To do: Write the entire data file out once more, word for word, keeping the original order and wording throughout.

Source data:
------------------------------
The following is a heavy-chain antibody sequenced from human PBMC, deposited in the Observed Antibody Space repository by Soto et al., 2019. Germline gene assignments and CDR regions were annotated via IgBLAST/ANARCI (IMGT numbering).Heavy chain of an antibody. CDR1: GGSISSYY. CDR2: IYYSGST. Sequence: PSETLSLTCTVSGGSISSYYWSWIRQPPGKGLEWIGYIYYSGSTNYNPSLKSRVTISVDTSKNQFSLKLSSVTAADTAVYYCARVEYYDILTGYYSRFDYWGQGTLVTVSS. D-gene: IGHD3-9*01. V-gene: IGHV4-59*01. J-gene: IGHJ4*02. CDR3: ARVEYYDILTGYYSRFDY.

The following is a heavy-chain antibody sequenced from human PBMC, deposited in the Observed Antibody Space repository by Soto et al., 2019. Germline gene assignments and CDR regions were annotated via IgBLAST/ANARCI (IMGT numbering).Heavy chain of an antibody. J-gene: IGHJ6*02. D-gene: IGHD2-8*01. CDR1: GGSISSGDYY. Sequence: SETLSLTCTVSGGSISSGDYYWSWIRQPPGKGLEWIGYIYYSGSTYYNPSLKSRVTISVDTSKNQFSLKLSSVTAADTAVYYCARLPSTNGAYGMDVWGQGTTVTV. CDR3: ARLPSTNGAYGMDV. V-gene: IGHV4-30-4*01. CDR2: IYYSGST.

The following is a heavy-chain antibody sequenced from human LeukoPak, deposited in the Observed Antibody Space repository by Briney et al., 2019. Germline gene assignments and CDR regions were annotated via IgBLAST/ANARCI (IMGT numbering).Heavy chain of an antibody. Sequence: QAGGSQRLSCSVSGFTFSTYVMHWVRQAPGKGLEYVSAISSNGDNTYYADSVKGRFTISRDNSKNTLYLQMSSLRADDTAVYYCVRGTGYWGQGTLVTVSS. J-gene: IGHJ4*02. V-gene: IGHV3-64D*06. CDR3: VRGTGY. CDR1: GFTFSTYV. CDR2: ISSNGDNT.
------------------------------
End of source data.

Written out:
The following is a heavy-chain antibody sequenced from human PBMC, deposited in the Observed Antibody Space repository by Soto et al., 2019. Germline gene assignments and CDR regions were annotated via IgBLAST/ANARCI (IMGT numbering).Heavy chain of an antibody. CDR1: GGSISSYY. CDR2: IYYSGST. Sequence: PSETLSLTCTVSGGSISSYYWSWIRQPPGKGLEWIGYIYYSGSTNYNPSLKSRVTISVDTSKNQFSLKLSSVTAADTAVYYCARVEYYDILTGYYSRFDYWGQGTLVTVSS. D-gene: IGHD3-9*01. V-gene: IGHV4-59*01. J-gene: IGHJ4*02. CDR3: ARVEYYDILTGYYSRFDY.

The following is a heavy-chain antibody sequenced from human PBMC, deposited in the Observed Antibody Space repository by Soto et al., 2019. Germline gene assignments and CDR regions were annotated via IgBLAST/ANARCI (IMGT numbering).Heavy chain of an antibody. J-gene: IGHJ6*02. D-gene: IGHD2-8*01. CDR1: GGSISSGDYY. Sequence: SETLSLTCTVSGGSISSGDYYWSWIRQPPGKGLEWIGYIYYSGSTYYNPSLKSRVTISVDTSKNQFSLKLSSVTAADTAVYYCARLPSTNGAYGMDVWGQGTTVTV. CDR3: ARLPSTNGAYGMDV. V-gene: IGHV4-30-4*01. CDR2: IYYSGST.

The following is a heavy-chain antibody sequenced from human LeukoPak, deposited in the Observed Antibody Space repository by Briney et al., 2019. Germline gene assignments and CDR regions were annotated via IgBLAST/ANARCI (IMGT numbering).Heavy chain of an antibody. Sequence: QAGGSQRLSCSVSGFTFSTYVMHWVRQAPGKGLEYVSAISSNGDNTYYADSVKGRFTISRDNSKNTLYLQMSSLRADDTAVYYCVRGTGYWGQGTLVTVSS. J-gene: IGHJ4*02. V-gene: IGHV3-64D*06. CDR3: VRGTGY. CDR1: GFTFSTYV. CDR2: ISSNGDNT.